So it is fanciful for a Republican to think that their measures will have veto-proof (or Cloture proof) majorities by party votes alone through regular legislative procedures. But does that mean not doing anything because you are unsure if it will be enacted?

The reason why the comments of a former Republican Senator matter is that it epitomizes the conflict on Capitol Hill for the next Speaker and is a reason why outsider Republican Presidential candidates like Donald Trump, Ben Carson, Carly Fiorina and Senator Ted Cruz (R-TX) are leading in the polls.

What has been called the Surrender Caucus is only happy to fight for bills which they are certain will be enacted.  Sure, you can campaign conservatively for the "rubes" back home, but politicians who are comfortably ensconced in the District of Calamity Cocktail Party won't spend any political capital for causes in which victory is uncertain.  Hence they surrender without a real fight.

For example, with the recent effort to defund Planned Parenthood, there were attempts to attach a rider onto a Continuing Resolution to divert funding for womens' health from the embattled abortionists to community health centers. The Byrd Rule for budget bills only required 51 votes for passage (avoiding a Cloture Vote). But President Obama promised to veto the CR and Republican Leadership feared that it might be blamed for a government shut down.  So they surrendered without a fight and Senate Majority "Leader" Mitch McConnell jammed down a clean CR through December 11th. This was not a one-off but was indicative of a pattern, which Tea Party renegades like Cruz have exposed for the shame that it is.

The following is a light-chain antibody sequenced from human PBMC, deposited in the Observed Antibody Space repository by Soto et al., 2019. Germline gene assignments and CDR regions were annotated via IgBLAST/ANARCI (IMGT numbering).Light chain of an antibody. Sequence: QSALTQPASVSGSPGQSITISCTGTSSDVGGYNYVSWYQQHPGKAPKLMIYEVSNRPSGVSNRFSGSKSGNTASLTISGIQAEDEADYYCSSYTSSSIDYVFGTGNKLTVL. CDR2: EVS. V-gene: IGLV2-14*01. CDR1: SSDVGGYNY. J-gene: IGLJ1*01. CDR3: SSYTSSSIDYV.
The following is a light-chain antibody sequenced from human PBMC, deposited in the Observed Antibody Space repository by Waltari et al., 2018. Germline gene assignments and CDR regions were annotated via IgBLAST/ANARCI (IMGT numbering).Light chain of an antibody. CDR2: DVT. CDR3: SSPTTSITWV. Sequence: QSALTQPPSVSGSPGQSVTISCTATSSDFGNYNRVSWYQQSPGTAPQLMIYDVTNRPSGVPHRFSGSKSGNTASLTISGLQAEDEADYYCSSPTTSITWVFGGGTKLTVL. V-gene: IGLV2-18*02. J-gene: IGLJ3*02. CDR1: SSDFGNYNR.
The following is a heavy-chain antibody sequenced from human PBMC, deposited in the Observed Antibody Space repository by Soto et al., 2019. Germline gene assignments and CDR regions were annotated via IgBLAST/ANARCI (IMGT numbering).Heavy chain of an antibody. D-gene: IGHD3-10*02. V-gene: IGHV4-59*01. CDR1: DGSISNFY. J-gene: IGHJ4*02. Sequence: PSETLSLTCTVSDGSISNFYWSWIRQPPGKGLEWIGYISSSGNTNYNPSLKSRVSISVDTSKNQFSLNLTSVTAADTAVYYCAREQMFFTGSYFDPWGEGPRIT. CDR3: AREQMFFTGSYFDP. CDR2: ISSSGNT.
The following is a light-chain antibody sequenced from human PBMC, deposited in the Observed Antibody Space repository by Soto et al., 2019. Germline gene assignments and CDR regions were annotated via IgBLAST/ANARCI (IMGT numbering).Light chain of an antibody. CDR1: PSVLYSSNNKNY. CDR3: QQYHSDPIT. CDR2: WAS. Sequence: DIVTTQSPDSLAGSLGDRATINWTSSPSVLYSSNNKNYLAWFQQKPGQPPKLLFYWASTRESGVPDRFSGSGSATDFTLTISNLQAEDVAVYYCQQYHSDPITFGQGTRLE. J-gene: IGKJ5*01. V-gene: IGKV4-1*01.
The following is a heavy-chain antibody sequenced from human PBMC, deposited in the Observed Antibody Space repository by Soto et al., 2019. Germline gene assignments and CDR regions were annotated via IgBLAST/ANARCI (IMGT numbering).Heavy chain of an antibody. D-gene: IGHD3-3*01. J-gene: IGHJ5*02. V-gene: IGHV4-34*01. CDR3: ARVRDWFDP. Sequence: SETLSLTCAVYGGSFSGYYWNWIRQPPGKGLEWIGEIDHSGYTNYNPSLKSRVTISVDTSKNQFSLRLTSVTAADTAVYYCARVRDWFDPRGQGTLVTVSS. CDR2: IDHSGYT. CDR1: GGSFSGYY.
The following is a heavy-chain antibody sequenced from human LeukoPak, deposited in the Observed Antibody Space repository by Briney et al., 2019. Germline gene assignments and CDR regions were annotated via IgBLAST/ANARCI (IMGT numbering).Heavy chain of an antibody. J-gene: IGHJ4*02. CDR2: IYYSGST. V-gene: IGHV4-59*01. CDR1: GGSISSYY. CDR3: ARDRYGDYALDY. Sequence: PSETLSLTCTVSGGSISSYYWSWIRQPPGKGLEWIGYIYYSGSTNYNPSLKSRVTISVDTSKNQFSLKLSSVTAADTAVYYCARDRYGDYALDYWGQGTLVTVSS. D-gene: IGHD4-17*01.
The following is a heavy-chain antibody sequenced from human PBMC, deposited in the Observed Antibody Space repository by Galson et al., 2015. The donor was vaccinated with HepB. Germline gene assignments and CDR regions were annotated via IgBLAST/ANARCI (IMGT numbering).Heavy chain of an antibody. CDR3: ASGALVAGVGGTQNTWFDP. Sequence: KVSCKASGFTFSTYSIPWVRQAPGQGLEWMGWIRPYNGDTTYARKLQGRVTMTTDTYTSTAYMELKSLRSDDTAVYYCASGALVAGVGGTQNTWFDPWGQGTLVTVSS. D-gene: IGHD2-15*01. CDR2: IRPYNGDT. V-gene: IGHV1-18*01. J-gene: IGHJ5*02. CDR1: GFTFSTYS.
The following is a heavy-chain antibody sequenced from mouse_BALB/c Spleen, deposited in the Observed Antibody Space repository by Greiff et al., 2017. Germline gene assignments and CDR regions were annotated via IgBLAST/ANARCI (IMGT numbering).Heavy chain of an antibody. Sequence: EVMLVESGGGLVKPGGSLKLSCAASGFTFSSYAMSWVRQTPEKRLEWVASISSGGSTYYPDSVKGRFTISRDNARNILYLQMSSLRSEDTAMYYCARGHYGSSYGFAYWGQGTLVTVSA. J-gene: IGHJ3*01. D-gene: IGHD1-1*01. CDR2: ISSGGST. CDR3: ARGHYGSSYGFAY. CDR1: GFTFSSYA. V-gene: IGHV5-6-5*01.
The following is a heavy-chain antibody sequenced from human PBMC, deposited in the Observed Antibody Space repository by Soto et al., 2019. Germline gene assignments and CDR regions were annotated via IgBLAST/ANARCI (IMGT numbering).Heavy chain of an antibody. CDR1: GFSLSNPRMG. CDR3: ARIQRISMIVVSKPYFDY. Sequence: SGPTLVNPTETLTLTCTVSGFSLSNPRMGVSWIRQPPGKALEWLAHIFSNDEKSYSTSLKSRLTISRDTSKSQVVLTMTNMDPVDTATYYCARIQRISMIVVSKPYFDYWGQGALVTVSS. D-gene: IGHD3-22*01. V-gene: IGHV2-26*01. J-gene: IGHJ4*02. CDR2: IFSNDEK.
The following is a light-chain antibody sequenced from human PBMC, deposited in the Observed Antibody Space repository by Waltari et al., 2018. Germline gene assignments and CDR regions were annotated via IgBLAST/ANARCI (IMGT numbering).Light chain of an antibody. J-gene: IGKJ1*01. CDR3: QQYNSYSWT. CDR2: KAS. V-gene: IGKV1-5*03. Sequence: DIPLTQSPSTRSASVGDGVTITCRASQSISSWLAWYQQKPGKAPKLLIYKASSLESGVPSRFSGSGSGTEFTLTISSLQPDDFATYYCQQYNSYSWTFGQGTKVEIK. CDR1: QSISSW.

It might have been messy, but having must pass legislation like the Highway Bill, a Continuing Resolution or a real Congressional Budget with liberally unappealing riders might have forced the hand of President Obama to shut the government down.  If the Republicans had a better communication strategy, they might not automatically be blamed for shutting the government down when it was an Executive Branch veto which did the dirty deed.  As the branches sought to craft a resolution, concessions might be extracted.  So in the case of Obamacare (a.k.a. the Affordable Care Act), a nigglesome provision like the employer mandate could be up for grabs, which eventually would kill the clunky and unpopular system.  But that involves some guts to take a political risk and then be ready to fight hard in the media and on Capitol Hill.But it's so much easier to, echoing Mr. Coburn: "Dingity, we tried but we just didn't have the votes to do it. Too bad (but we'll still rail against it for the next election).